When she tweeted her concern to Via Rail, the company offered her a solution for future trips — purchase a gift card at the station prior to departure to use on board. If you don’t use it up by the end of your trip, and you have more than $5 left on the card, Via said, you can get cash-back at a station, so long as it’s staffed.

Plunkett wasn’t a fan.

“It’s already $250 to $300 to purchase a ticket… Now I’m shovelled with the burden of spending an extra $20 for a gift card I might not use in full?” she said.

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“I even used the ATM before boarding assuming I would need it for the trip.”

According to Via Rail, the payment policy was changed to “optimize frontline operations.”

READ MORE: Is Canada becoming a cashless society?

“This new on-board payment system will optimize frontline operations, all while streamlining out back-end food management systems,” said Via Rail spokesperson Karl-Philip Marchand Giguere.

“Eliminating cash will make Via Rail’s onboard transactions more efficient, allowing our employees to spend more time serving passengers.”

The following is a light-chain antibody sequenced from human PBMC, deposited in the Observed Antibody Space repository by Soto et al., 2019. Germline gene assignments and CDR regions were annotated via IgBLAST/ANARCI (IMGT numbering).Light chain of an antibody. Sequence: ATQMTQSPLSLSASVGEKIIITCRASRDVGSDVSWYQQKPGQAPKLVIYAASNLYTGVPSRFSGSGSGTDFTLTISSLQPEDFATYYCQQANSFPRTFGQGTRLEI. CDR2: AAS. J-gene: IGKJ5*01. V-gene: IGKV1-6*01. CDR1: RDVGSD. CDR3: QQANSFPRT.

But Plunkett said she never carries a credit card because of debt issues.

She noted that some stations, like Sarnia, are often unmanned.

“Where are folks supposed to buy these gift cards for their journey? If they’re going straight through to Toronto, that’s potentially three hours without a stop for food.”

Consumers ultimately need choice, said Credit Counselling Canada CEO Michelle Pommells.

“Consumers need the ability to pay for services in cash should they wish to do so,” she said.

What is the best way to consolidate debt?
What is the best way to consolidate debt?

Pommells called the credit-only option “troubling” and called on Via Rail to reconsider the policy, which she suggested is ultimately limiting customers.

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“It can be easy to get into debt, and much harder to get out of it. If you’re not in the habit of paying credit card balances in full each month, you’ll end up paying more than you bargained for a lunch snack or train ticket,” she said.